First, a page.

Brandenburg – Görden

A continuation of the idea that man can be divided into different racial categories where "good" and "healthy" characteristics are meassured is race breeding. Better known as eugenics or genetic research, which means that you strive to protect the best genes in your own breed by distinguishing those who carried good genes from those who carried bad genes. What were defined as good and bad genes were arbitrary. Gene research was something that psychiatrists have been increasingly engaged in since turn of the twentieth century and believed that society should put in measures to protect the healthy people from the sick.

This meant that those who were diagnosed with incurable physical and mental disabilities should be interned, sterilized or even killed because their genes were considered to be harmful to the nation. If the inferior genes were given the opportunity to reproduce uninhibitedly, the psychiatrists considered that the nation faced an uncertain future that in the long run threatened the entire nation’s existence. These teachings were given a scientific legitimacy and began to spread outside psychiatric circles to politicians who began to investigate the possibility of statutory sterilizations of citizens that were considered harmful to the nation’s survival.

Nazi Germany was by no means the first and leading in psychiatric medicine but through Hitler, laws on forced sterilization of ”sick” adult citizens could be introduced in 1934. But psychiatrists wanted to go even further by simply removing these people, not just by internment or sterilization, but by killing them. However, this was quite different and it was understood that killing its own citizens would not only be accepted on the basis of some racial motives.

To give it legitimacy among people and circles who did not consent, it was argued that for reasons of mercy they should be allowed to die to avoid suffering. In addition, possible killings were justified by the fact that it was only a natural selection process in which the weaker elements of nature perished in favour of the stronger. But with the difference that the doctors became the self-appointed decision-makers about who was worthy life and who was unworthy of life. They also presented economic calculations of what people with disabilities who could not contribute to their own livelihood cost society.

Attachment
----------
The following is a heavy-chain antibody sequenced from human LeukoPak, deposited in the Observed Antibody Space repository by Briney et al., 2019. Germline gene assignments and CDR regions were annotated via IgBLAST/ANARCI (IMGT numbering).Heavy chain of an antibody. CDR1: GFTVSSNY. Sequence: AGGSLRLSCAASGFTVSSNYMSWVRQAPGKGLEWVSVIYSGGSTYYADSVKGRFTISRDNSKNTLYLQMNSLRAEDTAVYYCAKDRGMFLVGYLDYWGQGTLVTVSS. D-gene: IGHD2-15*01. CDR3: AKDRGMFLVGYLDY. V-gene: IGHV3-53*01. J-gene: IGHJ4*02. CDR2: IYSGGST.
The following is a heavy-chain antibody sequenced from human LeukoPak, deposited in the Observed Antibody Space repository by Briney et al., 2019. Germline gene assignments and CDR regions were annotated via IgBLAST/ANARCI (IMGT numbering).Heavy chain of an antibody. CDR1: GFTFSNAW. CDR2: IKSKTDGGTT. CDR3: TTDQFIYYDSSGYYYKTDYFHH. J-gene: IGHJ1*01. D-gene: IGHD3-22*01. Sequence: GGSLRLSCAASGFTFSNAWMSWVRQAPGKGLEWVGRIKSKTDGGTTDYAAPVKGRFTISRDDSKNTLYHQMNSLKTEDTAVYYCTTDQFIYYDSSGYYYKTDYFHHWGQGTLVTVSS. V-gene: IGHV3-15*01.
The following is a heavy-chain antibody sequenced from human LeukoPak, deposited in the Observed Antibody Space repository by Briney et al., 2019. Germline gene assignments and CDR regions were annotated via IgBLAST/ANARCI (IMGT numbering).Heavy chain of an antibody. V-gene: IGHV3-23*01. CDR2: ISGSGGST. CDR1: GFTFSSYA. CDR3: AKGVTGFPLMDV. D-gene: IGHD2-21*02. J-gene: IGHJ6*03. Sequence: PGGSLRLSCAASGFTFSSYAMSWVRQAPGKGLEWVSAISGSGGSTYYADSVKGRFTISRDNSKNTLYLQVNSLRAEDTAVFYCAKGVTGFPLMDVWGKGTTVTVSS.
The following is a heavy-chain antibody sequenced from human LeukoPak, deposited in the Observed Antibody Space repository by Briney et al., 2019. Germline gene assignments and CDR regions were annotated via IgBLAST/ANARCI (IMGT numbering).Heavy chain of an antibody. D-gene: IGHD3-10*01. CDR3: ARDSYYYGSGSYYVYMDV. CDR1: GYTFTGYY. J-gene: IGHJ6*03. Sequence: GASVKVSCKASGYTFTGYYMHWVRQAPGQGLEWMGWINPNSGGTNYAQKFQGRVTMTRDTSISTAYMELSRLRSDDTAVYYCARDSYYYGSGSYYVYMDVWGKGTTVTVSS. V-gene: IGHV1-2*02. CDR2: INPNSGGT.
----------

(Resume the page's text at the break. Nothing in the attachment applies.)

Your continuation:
At some thirty hospitals around Germany, special children’s wards (Kinderfachsabteilung) were established for children up to three years of age who had been diagnosed with, among other things, Down’s syndrome (or idiotism), deformed head shape, other deformities, epileptics, blindness, deafness, etc., but the age limit was raised shortly after up to sixteen years. The detention of sick children had begun unofficially in several hospitals in Germany already in 1938 but the first official Kinderfachsabteilung opened in July 1940 at the psychiatry clinic Brandenburg – Görden. The head of the clinic was Dr Hans Heinze and the head of Kinderfachsabteilung was Dr. Ernst Illing.

The first death from a mercy perspective was executed same month. Of approximately 4000 children who were hospitalized at Brandenburg – Görden’s Kinderfachsabteilung, 1270 were killed through starvation and lethal injections (luminal). All under the supervision of doctors and nurses who were convinced of the validity and necessity of their actions. By removing the inferior elements, they acted out of the good of humanity and showed humanity by helping the sick to a merciful death. In 1940, 430 children were sent to the euthanasia centre at the former Brandenburg prison, where they were murdered in a gas chamber. Between 1938 and 1944, a total of between 3,000 – 5,200 children were murdered at various Kinderfachsabteilungen.

Current status: Preserved with museum (2011).

Address: Anton-Saefkow-Allee 2, 14772 Brandenburg.

Get there: Car.

My comment:

The clinic is still a psychiatric clinic (Landesklinik Brandenburg) for children, adolescents and adults and there is a museum in the area. But the history of the clinic during Nazism is a sensitive subject for the clinic and they do not allow to photograph either the museum or the monument that is in the area without their approval. The reason is that much of the publicity that the clinic receives is its history and that people then make unintentional associations with the Nazi euthanasia. Publicity makes people see the clinic for what it once was and not for what it is today and this can create a negative feeling among patients and their relatives.

Follow up in books: Friedlander, Henry: The Origins of Nazi Genocide – From euthanasia to the final solution (1995).